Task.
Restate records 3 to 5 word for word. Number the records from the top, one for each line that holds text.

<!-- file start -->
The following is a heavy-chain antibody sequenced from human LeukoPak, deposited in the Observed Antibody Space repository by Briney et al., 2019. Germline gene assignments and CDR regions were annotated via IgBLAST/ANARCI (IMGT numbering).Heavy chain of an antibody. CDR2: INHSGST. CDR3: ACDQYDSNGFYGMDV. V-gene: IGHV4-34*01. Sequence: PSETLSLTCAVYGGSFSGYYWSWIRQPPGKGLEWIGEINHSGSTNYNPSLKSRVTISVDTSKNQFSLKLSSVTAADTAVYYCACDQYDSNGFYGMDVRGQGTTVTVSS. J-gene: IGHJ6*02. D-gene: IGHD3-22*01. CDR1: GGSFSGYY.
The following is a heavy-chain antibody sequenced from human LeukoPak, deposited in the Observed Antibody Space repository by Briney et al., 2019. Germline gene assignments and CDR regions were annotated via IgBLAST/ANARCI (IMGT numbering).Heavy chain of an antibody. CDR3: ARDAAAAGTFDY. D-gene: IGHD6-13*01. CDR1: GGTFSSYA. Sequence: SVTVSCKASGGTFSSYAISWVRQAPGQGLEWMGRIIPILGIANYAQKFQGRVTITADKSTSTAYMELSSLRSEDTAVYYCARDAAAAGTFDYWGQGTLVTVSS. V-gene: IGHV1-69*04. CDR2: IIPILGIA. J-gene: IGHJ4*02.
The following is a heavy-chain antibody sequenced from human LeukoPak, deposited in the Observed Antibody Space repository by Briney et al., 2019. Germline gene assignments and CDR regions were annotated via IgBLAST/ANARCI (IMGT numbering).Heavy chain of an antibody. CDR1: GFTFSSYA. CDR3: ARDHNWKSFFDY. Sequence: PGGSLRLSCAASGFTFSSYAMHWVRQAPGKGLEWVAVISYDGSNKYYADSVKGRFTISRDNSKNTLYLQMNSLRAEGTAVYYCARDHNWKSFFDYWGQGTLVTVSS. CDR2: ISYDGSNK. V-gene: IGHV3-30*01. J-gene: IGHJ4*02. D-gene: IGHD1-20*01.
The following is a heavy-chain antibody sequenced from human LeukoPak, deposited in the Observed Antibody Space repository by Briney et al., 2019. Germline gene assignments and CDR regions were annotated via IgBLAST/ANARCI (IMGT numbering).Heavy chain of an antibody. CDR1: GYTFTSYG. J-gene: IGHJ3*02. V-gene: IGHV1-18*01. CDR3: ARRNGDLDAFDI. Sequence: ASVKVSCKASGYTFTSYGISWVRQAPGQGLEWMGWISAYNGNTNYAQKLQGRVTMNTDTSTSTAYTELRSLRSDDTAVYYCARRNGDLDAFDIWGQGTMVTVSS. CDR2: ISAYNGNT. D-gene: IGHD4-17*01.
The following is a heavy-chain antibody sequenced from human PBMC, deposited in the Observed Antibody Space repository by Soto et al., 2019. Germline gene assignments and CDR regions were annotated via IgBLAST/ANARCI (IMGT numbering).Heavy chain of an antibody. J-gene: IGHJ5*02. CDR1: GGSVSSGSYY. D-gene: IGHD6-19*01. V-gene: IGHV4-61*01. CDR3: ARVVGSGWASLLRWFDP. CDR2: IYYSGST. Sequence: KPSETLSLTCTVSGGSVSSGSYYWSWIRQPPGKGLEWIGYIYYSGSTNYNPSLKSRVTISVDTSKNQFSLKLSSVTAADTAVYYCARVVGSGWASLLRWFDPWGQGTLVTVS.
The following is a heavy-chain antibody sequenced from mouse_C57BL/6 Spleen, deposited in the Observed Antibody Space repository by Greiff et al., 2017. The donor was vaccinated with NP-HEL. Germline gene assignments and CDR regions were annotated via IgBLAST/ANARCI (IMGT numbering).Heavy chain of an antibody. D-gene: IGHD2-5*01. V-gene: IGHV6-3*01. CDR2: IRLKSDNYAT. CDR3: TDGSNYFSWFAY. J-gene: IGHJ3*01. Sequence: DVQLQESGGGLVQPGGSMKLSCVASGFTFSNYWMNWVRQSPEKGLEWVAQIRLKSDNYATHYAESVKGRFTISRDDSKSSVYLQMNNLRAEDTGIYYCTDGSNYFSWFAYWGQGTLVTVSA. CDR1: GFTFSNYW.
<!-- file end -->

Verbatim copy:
The following is a heavy-chain antibody sequenced from human LeukoPak, deposited in the Observed Antibody Space repository by Briney et al., 2019. Germline gene assignments and CDR regions were annotated via IgBLAST/ANARCI (IMGT numbering).Heavy chain of an antibody. CDR1: GFTFSSYA. CDR3: ARDHNWKSFFDY. Sequence: PGGSLRLSCAASGFTFSSYAMHWVRQAPGKGLEWVAVISYDGSNKYYADSVKGRFTISRDNSKNTLYLQMNSLRAEGTAVYYCARDHNWKSFFDYWGQGTLVTVSS. CDR2: ISYDGSNK. V-gene: IGHV3-30*01. J-gene: IGHJ4*02. D-gene: IGHD1-20*01.
The following is a heavy-chain antibody sequenced from human LeukoPak, deposited in the Observed Antibody Space repository by Briney et al., 2019. Germline gene assignments and CDR regions were annotated via IgBLAST/ANARCI (IMGT numbering).Heavy chain of an antibody. CDR1: GYTFTSYG. J-gene: IGHJ3*02. V-gene: IGHV1-18*01. CDR3: ARRNGDLDAFDI. Sequence: ASVKVSCKASGYTFTSYGISWVRQAPGQGLEWMGWISAYNGNTNYAQKLQGRVTMNTDTSTSTAYTELRSLRSDDTAVYYCARRNGDLDAFDIWGQGTMVTVSS. CDR2: ISAYNGNT. D-gene: IGHD4-17*01.
The following is a heavy-chain antibody sequenced from human PBMC, deposited in the Observed Antibody Space repository by Soto et al., 2019. Germline gene assignments and CDR regions were annotated via IgBLAST/ANARCI (IMGT numbering).Heavy chain of an antibody. J-gene: IGHJ5*02. CDR1: GGSVSSGSYY. D-gene: IGHD6-19*01. V-gene: IGHV4-61*01. CDR3: ARVVGSGWASLLRWFDP. CDR2: IYYSGST. Sequence: KPSETLSLTCTVSGGSVSSGSYYWSWIRQPPGKGLEWIGYIYYSGSTNYNPSLKSRVTISVDTSKNQFSLKLSSVTAADTAVYYCARVVGSGWASLLRWFDPWGQGTLVTVS.